As we noted earlier today, there’s a new study out that suggests that a simple blood test that checks for a particular hormone level predictive of postpartum depression might be on the horizon. It’s likely such a test is still a few years away, since this was the first study that found such a link. But such a test could act as an early-warning signal to expectant mothers (and their doctors) about possible complications after delivery.
Postpartum depression is a very real and a very serious problem amongst moms. Left untreated, the depression can hurt not only the mother, but the baby after birth as well. Women with depression during pregnancy may eat poorly, not gain enough weight, have trouble sleeping, miss doctor visits and not follow doctor’s directions. Because of these things, a mother might have more trouble giving birth and give birth prematurely to a low birth weight baby.
Untreated postpartum depression can affect a mother’s ability to be a good parent to the baby as well. People who suffer from depression often lack energy and have trouble focusing, making it difficult to meet a baby’s constant needs and attention. This may start a self-reinforcing cycle of feeling guilty that the mom is not good enough and doesn’t deserve to be a parent, causing even greater depression and possible child neglect.
Experts also believe that postpartum depression in a mother can affect her baby. There is evidence that such depression in a mom can cause delays in language development, result in behavior problems and increase crying in the child. Researchers also have linked such postpartum depression to problems with mother-child bonding.
Not everyone is happy with the idea of a hormone test for postpartum depression, however. Deborah Kotz, blogging for U.S. News & World Report, has this concern:
What worries me more is that such a blood test would medicalize depression to the point that ob-gyns will be even less likely to actually ask women how they’re feeling. Thinking back on my three pregnancies, I can’t recall ever being asked if I was coping well either before or after I gave birth. The sad thing is, my experience was not unique.
At a 2007 meeting of the American College of Obstetricians and Gynecologists, Paul Gluck, a professor at the University of Miami School of Medicine, lambasted his colleagues for not screening for depression, citing a survey showing that only 2 of 50 ob-gyns reported doing so. He pointed out, however, that it can be very challenging for doctors to distinguish real depression from normal pregnancy mood swings. Telling the difference becomes even tougher in new moms, who are exhausted, overwhelmed, and extremely sleep deprived.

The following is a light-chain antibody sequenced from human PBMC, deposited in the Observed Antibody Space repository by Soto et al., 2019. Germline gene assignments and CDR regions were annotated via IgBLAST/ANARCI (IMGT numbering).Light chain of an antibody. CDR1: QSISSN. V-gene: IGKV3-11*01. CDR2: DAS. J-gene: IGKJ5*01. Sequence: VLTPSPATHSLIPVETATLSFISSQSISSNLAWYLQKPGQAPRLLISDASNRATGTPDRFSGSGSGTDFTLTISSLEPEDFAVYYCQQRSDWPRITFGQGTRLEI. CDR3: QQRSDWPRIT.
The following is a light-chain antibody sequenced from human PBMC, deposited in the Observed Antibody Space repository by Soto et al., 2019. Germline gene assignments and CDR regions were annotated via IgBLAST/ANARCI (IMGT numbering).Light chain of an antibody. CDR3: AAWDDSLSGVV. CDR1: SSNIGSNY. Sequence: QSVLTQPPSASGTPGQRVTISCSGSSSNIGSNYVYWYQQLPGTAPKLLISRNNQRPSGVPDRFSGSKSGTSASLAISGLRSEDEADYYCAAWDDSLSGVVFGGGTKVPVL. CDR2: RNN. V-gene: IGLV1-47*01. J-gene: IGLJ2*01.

I think she raises a good and valid point here. News stories constantly cite a genetic or blood test as some sort of “holy grail” when it comes to determining the existence of a mental disorder such as depression. However, we already have perfectly valid and accurate screening measures that test for things such as depression, that are rarely used in a doctor’s office. Why? Because doctors are either unaware of these screening tests, or trust in their own clinical judgment (even when, as Deborah notes, they have little interest in screening for depression themselves).
We’re still a ways away from a blood test for postpartum depression becoming a reality. In the meantime, I suggest docs use the tools already readily available to them and help expectant mothers be aware of the possibility of postpartum depression. And then take things one step further, and take the time to screen for it directly in office visits with their patients.
Read our news article: Hormone Test to Predict Postpartum Depression
Read Deborah Kotz’s entry: How to Predict Postpartum Depression: Blood Test or Screening?